italy-renaissance by keralaguest


									                                                                              Jennifer Roath
                                                                              Assignment 7
                                                                              Renaissance Art
       The Renaissance in Italy can be defined as a renewal of interest in classic art forms and

design from ancient Greece and Rome, and these ideas are represented in the painting,

architecture and sculpture of the period. Significant artistic advancement occurred in the 15th

century because artists explored new media, techniques, and ideas. Mathematics and science

were a major part of this advancement and were especially significant in the perspective work of

Brunelleschi and Ghiberti as well as the anatomical explorations of Leonardo da Vinci.

       Also significant during the Italian Renaissance were humanism and realism. These

movements were based on the idea that man was the center of the universe. It was a new

understanding that that man could achieve success by his own doings and that religion was a

more personal experience. These philosophies lead to extreme detail and the realistic appearance

of people in paintings and sculpture.

       There was also a movement towards the integration of arts and social concerns during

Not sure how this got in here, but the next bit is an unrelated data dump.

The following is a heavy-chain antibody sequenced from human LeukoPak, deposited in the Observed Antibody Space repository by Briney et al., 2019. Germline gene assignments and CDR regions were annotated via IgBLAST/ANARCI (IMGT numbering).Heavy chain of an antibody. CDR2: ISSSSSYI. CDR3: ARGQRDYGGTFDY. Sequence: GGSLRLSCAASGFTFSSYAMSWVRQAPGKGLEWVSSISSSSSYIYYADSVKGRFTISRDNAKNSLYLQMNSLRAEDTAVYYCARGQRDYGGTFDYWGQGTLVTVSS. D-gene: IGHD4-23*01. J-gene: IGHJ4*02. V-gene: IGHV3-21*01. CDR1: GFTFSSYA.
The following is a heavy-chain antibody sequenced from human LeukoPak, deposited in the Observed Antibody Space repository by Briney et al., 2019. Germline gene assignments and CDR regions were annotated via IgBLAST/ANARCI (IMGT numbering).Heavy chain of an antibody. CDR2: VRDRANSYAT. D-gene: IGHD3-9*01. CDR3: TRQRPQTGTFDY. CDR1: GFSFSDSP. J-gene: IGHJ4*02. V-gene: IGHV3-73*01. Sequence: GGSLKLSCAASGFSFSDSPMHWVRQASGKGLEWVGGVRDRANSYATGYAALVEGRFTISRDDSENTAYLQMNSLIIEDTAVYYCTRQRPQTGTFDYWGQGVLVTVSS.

this time period. Pieces of art were often given to the church by wealthy people. Institutions such

as hospitals were architecturally designed in an artistic fashion. Related to this tendency is the

fact that much of the art dealt with religious themes, because much of the art was to be donated

to the Roman Catholic Church.

       One of the most notable and significant advancements in Renaissance art was the

understanding of perspective. Though it had been explored before, never had it been as

mathematically explored or understood. In painting, Filippo Brunelleschi’s system of perspective

was the most significant. He used a vanishing point to create the illusion of depth in a two

dimensional plane. Also, Donatello’s idea for perspective in relief sculptures was a major

development. His method of giving more relief to items that were to appear closer and less to
those further away is exemplified in Lorenzo Ghiberti’s gilt bronze cast “Gates of Paradise”

doors at the Baptistery of San Giovanni in Florence. It consists of illustrations of ten stories from

the Old Testament, and is also innovative because Ghiberti included multiple scenes in one


         The beliefs in humanism are reflected in many works of the Renaissance through the

realistic figures and attention to detail. It is illustrated and symbolized in da Vinci’s “Vitruvian

Man.” This drawing consists of a man with outstretched arms and legs that reach the borders of a

circle and a square. He portrays the human body as the world and the center by which everything

is measured by centering a man’s naval in a circle.

         Correlated with this humanism concept is the common dramatic placement of figures in a